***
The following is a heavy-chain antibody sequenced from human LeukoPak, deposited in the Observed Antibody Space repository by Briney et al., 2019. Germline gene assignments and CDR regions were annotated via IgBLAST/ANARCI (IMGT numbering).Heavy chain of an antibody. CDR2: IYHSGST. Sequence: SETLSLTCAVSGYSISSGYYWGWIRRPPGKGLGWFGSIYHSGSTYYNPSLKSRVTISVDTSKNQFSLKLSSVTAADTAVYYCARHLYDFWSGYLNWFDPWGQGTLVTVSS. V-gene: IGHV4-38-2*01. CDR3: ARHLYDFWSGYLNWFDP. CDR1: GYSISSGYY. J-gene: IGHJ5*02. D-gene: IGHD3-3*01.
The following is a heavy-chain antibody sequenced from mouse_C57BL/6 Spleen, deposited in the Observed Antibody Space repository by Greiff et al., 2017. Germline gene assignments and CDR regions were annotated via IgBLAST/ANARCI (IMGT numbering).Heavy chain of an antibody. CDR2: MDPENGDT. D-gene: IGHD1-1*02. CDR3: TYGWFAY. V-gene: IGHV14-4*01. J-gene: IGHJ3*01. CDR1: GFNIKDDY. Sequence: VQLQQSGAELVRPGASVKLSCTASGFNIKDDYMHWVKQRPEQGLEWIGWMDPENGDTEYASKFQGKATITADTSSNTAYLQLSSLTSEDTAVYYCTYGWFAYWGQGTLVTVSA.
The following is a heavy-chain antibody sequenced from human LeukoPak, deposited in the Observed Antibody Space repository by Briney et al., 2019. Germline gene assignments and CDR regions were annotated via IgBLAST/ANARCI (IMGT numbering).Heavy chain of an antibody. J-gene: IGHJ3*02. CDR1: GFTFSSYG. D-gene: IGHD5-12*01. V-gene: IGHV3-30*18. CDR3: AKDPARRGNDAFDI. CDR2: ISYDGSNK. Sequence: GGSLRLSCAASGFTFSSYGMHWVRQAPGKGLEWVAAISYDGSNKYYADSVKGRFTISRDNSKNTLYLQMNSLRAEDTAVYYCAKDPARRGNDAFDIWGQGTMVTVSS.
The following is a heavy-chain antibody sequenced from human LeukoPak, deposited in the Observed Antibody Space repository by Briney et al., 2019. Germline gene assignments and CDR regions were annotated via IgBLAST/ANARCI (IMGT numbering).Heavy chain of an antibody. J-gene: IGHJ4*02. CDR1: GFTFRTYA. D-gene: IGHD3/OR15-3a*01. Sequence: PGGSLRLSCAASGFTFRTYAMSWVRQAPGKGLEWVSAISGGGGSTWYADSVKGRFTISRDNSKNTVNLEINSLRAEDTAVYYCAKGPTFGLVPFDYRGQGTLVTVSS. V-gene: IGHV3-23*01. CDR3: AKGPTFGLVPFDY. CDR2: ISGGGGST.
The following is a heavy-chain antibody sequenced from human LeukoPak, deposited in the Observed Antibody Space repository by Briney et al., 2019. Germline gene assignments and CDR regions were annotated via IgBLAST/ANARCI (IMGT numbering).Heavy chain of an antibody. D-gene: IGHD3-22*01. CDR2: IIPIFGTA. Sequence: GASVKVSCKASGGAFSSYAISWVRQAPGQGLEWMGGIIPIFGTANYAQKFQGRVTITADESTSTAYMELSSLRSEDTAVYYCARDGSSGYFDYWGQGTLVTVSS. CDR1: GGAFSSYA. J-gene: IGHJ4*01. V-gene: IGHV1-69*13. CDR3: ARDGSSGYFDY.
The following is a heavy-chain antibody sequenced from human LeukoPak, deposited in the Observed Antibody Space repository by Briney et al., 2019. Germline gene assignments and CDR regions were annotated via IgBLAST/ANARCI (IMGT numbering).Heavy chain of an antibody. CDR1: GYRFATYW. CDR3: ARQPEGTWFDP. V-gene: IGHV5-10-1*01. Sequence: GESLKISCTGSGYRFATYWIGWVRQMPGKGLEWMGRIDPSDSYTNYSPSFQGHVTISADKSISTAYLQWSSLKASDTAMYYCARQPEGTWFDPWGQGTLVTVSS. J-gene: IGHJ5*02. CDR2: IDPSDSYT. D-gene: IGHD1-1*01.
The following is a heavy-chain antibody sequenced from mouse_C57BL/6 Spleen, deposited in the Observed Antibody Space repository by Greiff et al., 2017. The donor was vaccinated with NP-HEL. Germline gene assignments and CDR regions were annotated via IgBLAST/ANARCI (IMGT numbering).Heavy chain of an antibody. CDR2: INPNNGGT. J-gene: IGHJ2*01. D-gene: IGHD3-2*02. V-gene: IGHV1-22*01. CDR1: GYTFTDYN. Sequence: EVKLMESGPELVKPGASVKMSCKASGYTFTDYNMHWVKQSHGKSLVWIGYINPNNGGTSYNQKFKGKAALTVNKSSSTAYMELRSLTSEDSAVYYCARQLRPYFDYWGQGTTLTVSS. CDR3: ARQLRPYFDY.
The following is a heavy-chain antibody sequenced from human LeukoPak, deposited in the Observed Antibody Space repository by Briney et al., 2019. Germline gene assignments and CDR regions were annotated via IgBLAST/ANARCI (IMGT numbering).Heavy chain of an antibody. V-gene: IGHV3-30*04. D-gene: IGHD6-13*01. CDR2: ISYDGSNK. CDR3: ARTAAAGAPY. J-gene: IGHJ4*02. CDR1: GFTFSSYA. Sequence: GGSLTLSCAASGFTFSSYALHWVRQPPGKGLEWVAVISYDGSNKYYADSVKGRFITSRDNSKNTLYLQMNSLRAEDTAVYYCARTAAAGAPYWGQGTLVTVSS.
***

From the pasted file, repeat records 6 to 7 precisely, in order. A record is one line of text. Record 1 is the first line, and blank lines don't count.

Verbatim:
The following is a heavy-chain antibody sequenced from human LeukoPak, deposited in the Observed Antibody Space repository by Briney et al., 2019. Germline gene assignments and CDR regions were annotated via IgBLAST/ANARCI (IMGT numbering).Heavy chain of an antibody. CDR1: GYRFATYW. CDR3: ARQPEGTWFDP. V-gene: IGHV5-10-1*01. Sequence: GESLKISCTGSGYRFATYWIGWVRQMPGKGLEWMGRIDPSDSYTNYSPSFQGHVTISADKSISTAYLQWSSLKASDTAMYYCARQPEGTWFDPWGQGTLVTVSS. J-gene: IGHJ5*02. CDR2: IDPSDSYT. D-gene: IGHD1-1*01.
The following is a heavy-chain antibody sequenced from mouse_C57BL/6 Spleen, deposited in the Observed Antibody Space repository by Greiff et al., 2017. The donor was vaccinated with NP-HEL. Germline gene assignments and CDR regions were annotated via IgBLAST/ANARCI (IMGT numbering).Heavy chain of an antibody. CDR2: INPNNGGT. J-gene: IGHJ2*01. D-gene: IGHD3-2*02. V-gene: IGHV1-22*01. CDR1: GYTFTDYN. Sequence: EVKLMESGPELVKPGASVKMSCKASGYTFTDYNMHWVKQSHGKSLVWIGYINPNNGGTSYNQKFKGKAALTVNKSSSTAYMELRSLTSEDSAVYYCARQLRPYFDYWGQGTTLTVSS. CDR3: ARQLRPYFDY.